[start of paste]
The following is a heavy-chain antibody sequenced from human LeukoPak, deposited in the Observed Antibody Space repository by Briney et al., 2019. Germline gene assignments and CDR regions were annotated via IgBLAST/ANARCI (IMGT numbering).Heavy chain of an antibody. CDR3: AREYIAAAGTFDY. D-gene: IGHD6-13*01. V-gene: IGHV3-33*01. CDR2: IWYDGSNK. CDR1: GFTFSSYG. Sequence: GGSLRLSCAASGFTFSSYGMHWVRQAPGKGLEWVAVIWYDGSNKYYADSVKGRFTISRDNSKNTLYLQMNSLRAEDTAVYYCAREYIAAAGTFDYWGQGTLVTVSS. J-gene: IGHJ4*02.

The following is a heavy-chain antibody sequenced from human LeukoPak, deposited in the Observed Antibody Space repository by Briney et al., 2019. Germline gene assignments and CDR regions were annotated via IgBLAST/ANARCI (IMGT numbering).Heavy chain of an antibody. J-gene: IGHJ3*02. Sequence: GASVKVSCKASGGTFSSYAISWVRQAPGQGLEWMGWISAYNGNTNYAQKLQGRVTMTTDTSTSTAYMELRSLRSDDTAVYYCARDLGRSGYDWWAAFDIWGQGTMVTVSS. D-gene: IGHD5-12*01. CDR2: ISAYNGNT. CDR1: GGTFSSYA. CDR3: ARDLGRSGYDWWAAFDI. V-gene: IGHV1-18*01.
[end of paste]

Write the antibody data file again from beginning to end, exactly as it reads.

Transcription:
The following is a heavy-chain antibody sequenced from human LeukoPak, deposited in the Observed Antibody Space repository by Briney et al., 2019. Germline gene assignments and CDR regions were annotated via IgBLAST/ANARCI (IMGT numbering).Heavy chain of an antibody. CDR3: AREYIAAAGTFDY. D-gene: IGHD6-13*01. V-gene: IGHV3-33*01. CDR2: IWYDGSNK. CDR1: GFTFSSYG. Sequence: GGSLRLSCAASGFTFSSYGMHWVRQAPGKGLEWVAVIWYDGSNKYYADSVKGRFTISRDNSKNTLYLQMNSLRAEDTAVYYCAREYIAAAGTFDYWGQGTLVTVSS. J-gene: IGHJ4*02.

The following is a heavy-chain antibody sequenced from human LeukoPak, deposited in the Observed Antibody Space repository by Briney et al., 2019. Germline gene assignments and CDR regions were annotated via IgBLAST/ANARCI (IMGT numbering).Heavy chain of an antibody. J-gene: IGHJ3*02. Sequence: GASVKVSCKASGGTFSSYAISWVRQAPGQGLEWMGWISAYNGNTNYAQKLQGRVTMTTDTSTSTAYMELRSLRSDDTAVYYCARDLGRSGYDWWAAFDIWGQGTMVTVSS. D-gene: IGHD5-12*01. CDR2: ISAYNGNT. CDR1: GGTFSSYA. CDR3: ARDLGRSGYDWWAAFDI. V-gene: IGHV1-18*01.